Part 3: Applets

The last chapter was rooted solidly in the 1970’s. It used techniques often referred to as “structured” or “procedural programming” which were popular then. (We skipped right over the most popular innovation of the 60’s and the Basic programmer, spaghetti code). Certain programmers are sometimes said to “Write Fortran in any language,” and that’s more or less what we did. You now have the knowledge to accomplish with Java anything that can be done within the bounds of ANSI-standard Fortran 77.

In this chapter we’re going to move into the 1980’s. In particular we’re going to work with event driven programming. This style of programming should be very familiar to Macintosh and Windows programmers. In those environments program logic doesn’t flow from the top to the bottom of the program as it does in most procedural code. Rather the operating system collects events and the program responds to them. These events may be mouse clicks, keypresses, network data arriving on the Ethernet port, or any of about two dozen other possibilities. The operating system looks at each event, determines what program it was intended for, and places the event in the appropriate program’s event queue.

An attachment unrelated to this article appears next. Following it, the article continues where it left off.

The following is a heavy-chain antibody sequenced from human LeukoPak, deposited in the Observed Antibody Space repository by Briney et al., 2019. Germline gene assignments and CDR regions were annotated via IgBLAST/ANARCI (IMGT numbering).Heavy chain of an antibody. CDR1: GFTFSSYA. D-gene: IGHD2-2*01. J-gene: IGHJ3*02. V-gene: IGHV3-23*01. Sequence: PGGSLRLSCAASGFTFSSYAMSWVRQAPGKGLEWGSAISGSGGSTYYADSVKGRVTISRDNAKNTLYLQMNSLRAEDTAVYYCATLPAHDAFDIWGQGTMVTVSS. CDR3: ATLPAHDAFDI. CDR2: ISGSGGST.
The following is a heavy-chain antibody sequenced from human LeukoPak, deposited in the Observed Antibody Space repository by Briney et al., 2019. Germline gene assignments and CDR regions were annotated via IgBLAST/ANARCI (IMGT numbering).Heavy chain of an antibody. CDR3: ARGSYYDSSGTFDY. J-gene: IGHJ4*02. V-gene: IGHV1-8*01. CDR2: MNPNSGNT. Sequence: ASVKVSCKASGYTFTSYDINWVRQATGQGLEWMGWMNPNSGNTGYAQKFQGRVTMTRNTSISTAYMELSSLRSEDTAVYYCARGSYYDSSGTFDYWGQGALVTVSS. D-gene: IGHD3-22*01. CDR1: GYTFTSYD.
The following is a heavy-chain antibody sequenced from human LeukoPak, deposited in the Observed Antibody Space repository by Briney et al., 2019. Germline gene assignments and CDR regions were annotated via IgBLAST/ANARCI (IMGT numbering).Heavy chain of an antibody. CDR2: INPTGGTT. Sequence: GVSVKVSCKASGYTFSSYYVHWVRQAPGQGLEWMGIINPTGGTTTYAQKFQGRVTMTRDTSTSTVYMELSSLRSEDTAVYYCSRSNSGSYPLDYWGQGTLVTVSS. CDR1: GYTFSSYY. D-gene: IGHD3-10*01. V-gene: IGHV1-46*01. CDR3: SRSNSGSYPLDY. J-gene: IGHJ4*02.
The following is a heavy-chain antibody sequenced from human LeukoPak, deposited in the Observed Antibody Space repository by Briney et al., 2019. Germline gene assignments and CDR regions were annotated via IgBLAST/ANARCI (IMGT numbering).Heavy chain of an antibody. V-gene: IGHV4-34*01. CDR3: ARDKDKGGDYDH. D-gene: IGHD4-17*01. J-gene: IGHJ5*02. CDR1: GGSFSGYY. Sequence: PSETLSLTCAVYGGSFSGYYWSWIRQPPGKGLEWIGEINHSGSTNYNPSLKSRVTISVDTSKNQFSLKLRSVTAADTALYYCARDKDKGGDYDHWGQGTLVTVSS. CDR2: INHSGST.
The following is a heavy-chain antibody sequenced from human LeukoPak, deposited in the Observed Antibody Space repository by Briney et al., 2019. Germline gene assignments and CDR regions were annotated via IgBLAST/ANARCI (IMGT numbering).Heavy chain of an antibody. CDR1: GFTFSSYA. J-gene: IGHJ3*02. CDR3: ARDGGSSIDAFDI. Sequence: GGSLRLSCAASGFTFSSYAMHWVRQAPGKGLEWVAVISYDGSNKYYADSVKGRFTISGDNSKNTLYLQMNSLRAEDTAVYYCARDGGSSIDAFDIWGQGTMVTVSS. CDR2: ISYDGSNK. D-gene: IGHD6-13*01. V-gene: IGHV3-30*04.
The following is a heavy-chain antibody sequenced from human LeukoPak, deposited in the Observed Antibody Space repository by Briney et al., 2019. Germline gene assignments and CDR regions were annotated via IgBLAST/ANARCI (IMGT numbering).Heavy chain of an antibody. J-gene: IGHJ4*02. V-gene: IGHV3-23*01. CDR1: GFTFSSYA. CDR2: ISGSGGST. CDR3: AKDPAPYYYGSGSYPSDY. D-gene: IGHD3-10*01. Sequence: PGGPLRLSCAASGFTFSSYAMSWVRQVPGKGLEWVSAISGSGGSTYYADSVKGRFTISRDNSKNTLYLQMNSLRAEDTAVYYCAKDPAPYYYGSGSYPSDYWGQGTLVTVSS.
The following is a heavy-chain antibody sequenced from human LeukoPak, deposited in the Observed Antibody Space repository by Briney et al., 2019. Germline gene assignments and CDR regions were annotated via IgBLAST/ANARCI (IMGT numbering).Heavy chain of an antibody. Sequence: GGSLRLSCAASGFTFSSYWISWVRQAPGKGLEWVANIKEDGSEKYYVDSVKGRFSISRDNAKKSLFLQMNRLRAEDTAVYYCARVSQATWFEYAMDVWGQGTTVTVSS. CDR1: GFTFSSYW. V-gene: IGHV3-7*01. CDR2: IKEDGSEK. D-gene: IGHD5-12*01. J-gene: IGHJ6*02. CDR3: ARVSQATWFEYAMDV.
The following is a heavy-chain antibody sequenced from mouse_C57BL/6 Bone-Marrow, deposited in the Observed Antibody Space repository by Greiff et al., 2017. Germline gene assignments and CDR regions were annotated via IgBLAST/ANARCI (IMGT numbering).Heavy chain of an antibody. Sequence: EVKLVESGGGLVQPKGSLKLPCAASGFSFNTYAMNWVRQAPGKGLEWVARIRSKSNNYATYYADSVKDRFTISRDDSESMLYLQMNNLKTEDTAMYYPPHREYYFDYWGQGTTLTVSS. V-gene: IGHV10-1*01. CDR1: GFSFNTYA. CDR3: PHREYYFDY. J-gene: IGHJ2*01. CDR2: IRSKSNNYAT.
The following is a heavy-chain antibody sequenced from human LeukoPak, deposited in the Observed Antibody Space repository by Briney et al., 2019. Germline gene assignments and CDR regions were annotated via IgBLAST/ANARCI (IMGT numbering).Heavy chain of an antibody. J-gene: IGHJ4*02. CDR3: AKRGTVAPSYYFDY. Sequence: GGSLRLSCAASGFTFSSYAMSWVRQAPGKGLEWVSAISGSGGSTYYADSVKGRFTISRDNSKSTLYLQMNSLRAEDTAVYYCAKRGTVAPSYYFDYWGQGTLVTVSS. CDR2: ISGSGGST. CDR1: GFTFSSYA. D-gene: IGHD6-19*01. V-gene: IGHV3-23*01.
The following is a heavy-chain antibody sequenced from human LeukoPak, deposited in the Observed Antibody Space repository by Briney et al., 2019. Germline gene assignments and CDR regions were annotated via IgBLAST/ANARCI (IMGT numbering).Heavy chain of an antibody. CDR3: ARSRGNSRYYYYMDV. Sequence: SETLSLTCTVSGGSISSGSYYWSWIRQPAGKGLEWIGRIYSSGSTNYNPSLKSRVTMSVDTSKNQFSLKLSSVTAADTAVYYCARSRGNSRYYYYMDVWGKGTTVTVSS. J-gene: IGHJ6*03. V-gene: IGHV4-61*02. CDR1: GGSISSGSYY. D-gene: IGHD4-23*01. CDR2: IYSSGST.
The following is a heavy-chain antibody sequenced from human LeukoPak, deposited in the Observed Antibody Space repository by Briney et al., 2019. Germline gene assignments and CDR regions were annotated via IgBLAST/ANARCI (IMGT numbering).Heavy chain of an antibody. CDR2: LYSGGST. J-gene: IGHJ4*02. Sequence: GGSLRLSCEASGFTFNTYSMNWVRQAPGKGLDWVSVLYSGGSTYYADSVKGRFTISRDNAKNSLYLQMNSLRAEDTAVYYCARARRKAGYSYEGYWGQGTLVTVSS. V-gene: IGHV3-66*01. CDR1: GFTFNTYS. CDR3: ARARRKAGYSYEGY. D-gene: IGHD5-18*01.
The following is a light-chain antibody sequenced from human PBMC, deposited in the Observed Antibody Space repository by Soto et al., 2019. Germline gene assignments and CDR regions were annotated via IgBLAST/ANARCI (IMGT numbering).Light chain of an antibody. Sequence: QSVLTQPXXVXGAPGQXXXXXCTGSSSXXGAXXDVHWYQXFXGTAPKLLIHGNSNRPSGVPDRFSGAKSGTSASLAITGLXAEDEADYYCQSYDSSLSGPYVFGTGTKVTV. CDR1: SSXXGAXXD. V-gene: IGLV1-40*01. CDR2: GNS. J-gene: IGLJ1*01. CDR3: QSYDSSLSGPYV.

Every application program has an event loop. This is just a while loop which loops continuously. On every pass through the loop the application retrieves the next event from its event queue and responds accordingly.

Java applets behave similarly. However the runtime environment (i.e. the browser) takes care of the event loop for the applet so there’s no need to write one explicitly. Rather you need to have methods in your applet subclass that respond to each kind of event you want to process.

This is all fairly abstract until you see some concrete examples. Let’s begin with a simple one.

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